hold for complete graphs -- do not hold for complete multipartite graphs. Using
this analysis, we establish which types of isomorphisms are meaningful for
simple drawings of complete multipartite graphs.Comment: Appears in the Proceedings of the 31st International Symposium on
Graph Drawing and Network Visualization (GD 2023

### Linear transformation distance for bichromatic matchings

Let $P=B\cup R$ be a set of $2n$ points in general position, where $B$ is a
set of $n$ blue points and $R$ a set of $n$ red points. A \emph{$BR$-matching}
is a plane geometric perfect matching on $P$ such that each edge has one red
endpoint and one blue endpoint. Two $BR$-matchings are compatible if their
union is also plane.
The \emph{transformation graph of $BR$-matchings} contains one node for each
$BR$-matching and an edge joining two such nodes if and only if the
corresponding two $BR$-matchings are compatible. In SoCG 2013 it has been shown
by Aloupis, Barba, Langerman, and Souvaine that this transformation graph is
always connected, but its diameter remained an open question. In this paper we
provide an alternative proof for the connectivity of the transformation graph
and prove an upper bound of $2n$ for its diameter, which is asymptotically
tight

### Geodesic-Preserving Polygon Simplification

Polygons are a paramount data structure in computational geometry. While the
complexity of many algorithms on simple polygons or polygons with holes depends
on the size of the input polygon, the intrinsic complexity of the problems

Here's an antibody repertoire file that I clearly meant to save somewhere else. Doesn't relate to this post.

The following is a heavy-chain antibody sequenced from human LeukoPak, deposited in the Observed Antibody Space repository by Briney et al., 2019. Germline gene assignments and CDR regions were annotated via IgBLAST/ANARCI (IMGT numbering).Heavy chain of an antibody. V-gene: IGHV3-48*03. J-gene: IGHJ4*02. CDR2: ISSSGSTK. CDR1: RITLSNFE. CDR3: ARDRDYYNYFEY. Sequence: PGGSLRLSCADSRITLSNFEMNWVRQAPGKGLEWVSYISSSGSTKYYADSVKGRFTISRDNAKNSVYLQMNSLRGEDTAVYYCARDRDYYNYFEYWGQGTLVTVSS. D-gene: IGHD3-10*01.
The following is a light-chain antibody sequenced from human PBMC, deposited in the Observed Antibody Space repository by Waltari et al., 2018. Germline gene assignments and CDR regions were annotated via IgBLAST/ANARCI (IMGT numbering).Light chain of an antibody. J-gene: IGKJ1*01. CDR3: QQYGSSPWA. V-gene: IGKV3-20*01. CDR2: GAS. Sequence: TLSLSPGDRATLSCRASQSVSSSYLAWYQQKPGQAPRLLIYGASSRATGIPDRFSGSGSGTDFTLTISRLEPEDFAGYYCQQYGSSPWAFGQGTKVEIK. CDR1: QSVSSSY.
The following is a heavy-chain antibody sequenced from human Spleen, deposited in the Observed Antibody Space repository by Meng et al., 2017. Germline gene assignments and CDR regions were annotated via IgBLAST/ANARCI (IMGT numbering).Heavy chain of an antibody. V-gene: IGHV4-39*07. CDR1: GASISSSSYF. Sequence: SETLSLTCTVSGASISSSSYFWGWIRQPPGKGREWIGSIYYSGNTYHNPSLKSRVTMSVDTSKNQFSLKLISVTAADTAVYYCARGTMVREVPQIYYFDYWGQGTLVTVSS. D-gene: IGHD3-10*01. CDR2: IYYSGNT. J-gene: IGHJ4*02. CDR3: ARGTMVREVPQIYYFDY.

these algorithms solve is often related to the reflex vertices of the polygon.
In this paper, we give an easy-to-describe linear-time method to replace an
input polygon $\mathcal{P}$ by a polygon $\mathcal{P}'$ such that (1)
$\mathcal{P}'$ contains $\mathcal{P}$, (2) $\mathcal{P}'$ has its reflex
vertices at the same positions as $\mathcal{P}$, and (3) the number of vertices
of $\mathcal{P}'$ is linear in the number of reflex vertices. Since the
solutions of numerous problems on polygons (including shortest paths, geodesic
hulls, separating point sets, and Voronoi diagrams) are equivalent for both
$\mathcal{P}$ and $\mathcal{P}'$, our algorithm can be used as a preprocessing
step for several algorithms and makes their running time dependent on the
number of reflex vertices rather than on the size of $\mathcal{P}$

### Empty Monochromatic Simplices

Let $S$ be a $k$-colored (finite) set of $n$ points in $\mathbb{R}^d$, $d\geq
3$, in general position, that is, no {$(d + 1)$} points of $S$ lie in a common
$(d - 1)$}-dimensional hyperplane. We count the number of empty monochromatic
$d$-simplices determined by $S$, that is, simplices which have only points from
one color class of $S$ as vertices and no points of $S$ in their interior. For
$3 \leq k \leq d$ we provide a lower bound of $\Omega(n^{d-k+1+2^{-d}})$ and
strengthen this to $\Omega(n^{d-2/3})$ for $k=2$. On the way we provide various
results on triangulations of point sets in $\mathbb{R}^d$. In particular, for
any constant dimension $d\geq3$, we prove that every set of $n$ points ($n$
sufficiently large), in general position in $\mathbb{R}^d$, admits a
triangulation with at least $dn+\Omega(\log n)$ simplices